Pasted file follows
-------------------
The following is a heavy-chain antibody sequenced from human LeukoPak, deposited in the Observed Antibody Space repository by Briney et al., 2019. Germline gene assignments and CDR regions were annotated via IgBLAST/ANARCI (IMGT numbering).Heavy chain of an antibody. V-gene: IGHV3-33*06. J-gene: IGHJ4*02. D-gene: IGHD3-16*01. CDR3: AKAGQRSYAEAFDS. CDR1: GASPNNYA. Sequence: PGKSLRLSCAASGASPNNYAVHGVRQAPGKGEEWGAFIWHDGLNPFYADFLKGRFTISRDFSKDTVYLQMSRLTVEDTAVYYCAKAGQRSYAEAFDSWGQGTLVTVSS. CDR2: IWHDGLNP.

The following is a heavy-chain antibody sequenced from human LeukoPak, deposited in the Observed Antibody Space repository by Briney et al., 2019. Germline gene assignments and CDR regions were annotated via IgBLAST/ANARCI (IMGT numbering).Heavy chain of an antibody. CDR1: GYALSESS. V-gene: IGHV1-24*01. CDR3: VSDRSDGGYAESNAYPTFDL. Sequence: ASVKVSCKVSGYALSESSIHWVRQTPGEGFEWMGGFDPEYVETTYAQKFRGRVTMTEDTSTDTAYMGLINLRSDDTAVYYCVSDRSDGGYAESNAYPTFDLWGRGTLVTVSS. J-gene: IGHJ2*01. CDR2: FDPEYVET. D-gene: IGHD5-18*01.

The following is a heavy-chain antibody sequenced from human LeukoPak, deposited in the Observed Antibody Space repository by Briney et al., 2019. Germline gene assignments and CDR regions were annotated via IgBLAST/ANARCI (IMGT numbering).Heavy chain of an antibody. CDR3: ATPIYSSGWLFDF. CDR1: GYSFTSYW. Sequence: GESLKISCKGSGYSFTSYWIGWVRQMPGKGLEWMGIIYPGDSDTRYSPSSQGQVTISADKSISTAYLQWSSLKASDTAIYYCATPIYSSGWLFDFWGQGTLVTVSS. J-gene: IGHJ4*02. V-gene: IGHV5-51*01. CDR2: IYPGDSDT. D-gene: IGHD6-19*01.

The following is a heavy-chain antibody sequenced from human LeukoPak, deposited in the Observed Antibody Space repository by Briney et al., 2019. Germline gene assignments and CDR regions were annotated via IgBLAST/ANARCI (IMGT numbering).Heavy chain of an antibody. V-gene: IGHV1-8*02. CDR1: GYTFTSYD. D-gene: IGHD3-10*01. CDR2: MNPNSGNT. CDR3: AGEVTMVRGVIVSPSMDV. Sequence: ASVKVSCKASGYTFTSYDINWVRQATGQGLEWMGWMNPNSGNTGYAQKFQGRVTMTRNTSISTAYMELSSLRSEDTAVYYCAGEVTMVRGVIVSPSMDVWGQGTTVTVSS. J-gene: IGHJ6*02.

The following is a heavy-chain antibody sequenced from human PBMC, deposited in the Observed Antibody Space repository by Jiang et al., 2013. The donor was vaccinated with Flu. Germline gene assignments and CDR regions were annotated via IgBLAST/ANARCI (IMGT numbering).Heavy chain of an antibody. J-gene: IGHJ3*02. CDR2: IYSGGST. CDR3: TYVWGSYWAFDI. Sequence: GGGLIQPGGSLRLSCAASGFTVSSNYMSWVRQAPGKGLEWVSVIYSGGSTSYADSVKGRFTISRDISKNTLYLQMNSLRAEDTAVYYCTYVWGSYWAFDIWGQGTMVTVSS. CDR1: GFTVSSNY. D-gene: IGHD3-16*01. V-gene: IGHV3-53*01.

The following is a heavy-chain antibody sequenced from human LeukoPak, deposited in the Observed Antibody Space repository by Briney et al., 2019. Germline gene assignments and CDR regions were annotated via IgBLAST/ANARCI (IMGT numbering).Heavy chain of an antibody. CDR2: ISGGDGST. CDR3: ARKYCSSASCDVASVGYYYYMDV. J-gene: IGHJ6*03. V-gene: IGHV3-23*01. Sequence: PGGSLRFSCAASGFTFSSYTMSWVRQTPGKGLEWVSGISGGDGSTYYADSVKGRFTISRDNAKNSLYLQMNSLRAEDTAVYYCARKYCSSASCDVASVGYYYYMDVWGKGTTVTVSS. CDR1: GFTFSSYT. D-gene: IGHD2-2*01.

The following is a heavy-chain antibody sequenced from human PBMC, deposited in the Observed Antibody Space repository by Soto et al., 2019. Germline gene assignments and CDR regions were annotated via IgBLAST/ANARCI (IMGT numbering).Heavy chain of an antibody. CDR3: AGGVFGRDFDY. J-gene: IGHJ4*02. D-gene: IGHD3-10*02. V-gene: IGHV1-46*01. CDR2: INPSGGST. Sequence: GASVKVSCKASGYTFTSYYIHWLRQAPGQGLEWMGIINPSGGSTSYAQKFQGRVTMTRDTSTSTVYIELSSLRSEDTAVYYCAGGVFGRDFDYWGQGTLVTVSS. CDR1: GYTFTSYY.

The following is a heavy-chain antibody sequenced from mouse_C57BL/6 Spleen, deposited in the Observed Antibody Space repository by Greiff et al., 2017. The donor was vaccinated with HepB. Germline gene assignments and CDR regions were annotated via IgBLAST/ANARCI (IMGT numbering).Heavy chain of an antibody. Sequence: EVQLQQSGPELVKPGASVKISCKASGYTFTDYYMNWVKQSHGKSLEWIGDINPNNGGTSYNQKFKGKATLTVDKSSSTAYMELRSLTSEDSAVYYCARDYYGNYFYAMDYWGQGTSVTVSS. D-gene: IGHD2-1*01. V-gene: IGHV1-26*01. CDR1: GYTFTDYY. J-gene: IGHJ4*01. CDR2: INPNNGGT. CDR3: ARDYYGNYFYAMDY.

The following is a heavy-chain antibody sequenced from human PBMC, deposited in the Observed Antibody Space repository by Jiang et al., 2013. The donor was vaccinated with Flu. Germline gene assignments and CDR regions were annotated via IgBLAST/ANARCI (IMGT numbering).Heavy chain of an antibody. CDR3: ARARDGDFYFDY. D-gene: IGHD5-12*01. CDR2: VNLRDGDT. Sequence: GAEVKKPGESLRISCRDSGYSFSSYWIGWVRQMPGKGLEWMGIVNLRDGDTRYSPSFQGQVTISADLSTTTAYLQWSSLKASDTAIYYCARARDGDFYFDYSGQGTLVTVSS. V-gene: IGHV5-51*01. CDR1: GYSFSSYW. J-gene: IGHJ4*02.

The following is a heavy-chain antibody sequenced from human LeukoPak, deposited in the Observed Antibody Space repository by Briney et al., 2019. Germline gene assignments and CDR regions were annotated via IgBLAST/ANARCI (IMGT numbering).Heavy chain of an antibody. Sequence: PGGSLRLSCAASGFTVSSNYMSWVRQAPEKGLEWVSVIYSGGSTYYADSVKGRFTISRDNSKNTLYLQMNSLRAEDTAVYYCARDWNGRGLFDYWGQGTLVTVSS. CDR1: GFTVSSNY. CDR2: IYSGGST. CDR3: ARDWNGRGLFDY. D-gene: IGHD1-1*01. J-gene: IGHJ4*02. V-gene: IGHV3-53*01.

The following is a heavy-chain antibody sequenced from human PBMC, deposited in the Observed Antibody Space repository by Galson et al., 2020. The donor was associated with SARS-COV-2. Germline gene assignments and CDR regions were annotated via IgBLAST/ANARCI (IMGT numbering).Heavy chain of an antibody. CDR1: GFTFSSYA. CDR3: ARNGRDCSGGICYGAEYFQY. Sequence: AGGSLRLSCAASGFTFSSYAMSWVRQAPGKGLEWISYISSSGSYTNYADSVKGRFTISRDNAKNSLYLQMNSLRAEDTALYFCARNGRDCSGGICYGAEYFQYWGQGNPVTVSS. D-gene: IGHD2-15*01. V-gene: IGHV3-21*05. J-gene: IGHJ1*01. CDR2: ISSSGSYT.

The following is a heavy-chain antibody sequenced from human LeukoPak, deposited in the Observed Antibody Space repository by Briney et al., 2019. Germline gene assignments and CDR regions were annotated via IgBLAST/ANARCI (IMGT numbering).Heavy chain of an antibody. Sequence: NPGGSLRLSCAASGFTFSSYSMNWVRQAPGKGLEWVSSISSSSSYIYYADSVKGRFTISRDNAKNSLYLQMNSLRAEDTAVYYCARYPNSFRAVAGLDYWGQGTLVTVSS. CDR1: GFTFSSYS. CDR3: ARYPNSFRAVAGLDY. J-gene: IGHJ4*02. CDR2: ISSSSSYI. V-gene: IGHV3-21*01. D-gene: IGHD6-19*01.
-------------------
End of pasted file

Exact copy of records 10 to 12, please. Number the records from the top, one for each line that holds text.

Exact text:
The following is a heavy-chain antibody sequenced from human LeukoPak, deposited in the Observed Antibody Space repository by Briney et al., 2019. Germline gene assignments and CDR regions were annotated via IgBLAST/ANARCI (IMGT numbering).Heavy chain of an antibody. Sequence: PGGSLRLSCAASGFTVSSNYMSWVRQAPEKGLEWVSVIYSGGSTYYADSVKGRFTISRDNSKNTLYLQMNSLRAEDTAVYYCARDWNGRGLFDYWGQGTLVTVSS. CDR1: GFTVSSNY. CDR2: IYSGGST. CDR3: ARDWNGRGLFDY. D-gene: IGHD1-1*01. J-gene: IGHJ4*02. V-gene: IGHV3-53*01.

The following is a heavy-chain antibody sequenced from human PBMC, deposited in the Observed Antibody Space repository by Galson et al., 2020. The donor was associated with SARS-COV-2. Germline gene assignments and CDR regions were annotated via IgBLAST/ANARCI (IMGT numbering).Heavy chain of an antibody. CDR1: GFTFSSYA. CDR3: ARNGRDCSGGICYGAEYFQY. Sequence: AGGSLRLSCAASGFTFSSYAMSWVRQAPGKGLEWISYISSSGSYTNYADSVKGRFTISRDNAKNSLYLQMNSLRAEDTALYFCARNGRDCSGGICYGAEYFQYWGQGNPVTVSS. D-gene: IGHD2-15*01. V-gene: IGHV3-21*05. J-gene: IGHJ1*01. CDR2: ISSSGSYT.

The following is a heavy-chain antibody sequenced from human LeukoPak, deposited in the Observed Antibody Space repository by Briney et al., 2019. Germline gene assignments and CDR regions were annotated via IgBLAST/ANARCI (IMGT numbering).Heavy chain of an antibody. Sequence: NPGGSLRLSCAASGFTFSSYSMNWVRQAPGKGLEWVSSISSSSSYIYYADSVKGRFTISRDNAKNSLYLQMNSLRAEDTAVYYCARYPNSFRAVAGLDYWGQGTLVTVSS. CDR1: GFTFSSYS. CDR3: ARYPNSFRAVAGLDY. J-gene: IGHJ4*02. CDR2: ISSSSSYI. V-gene: IGHV3-21*01. D-gene: IGHD6-19*01.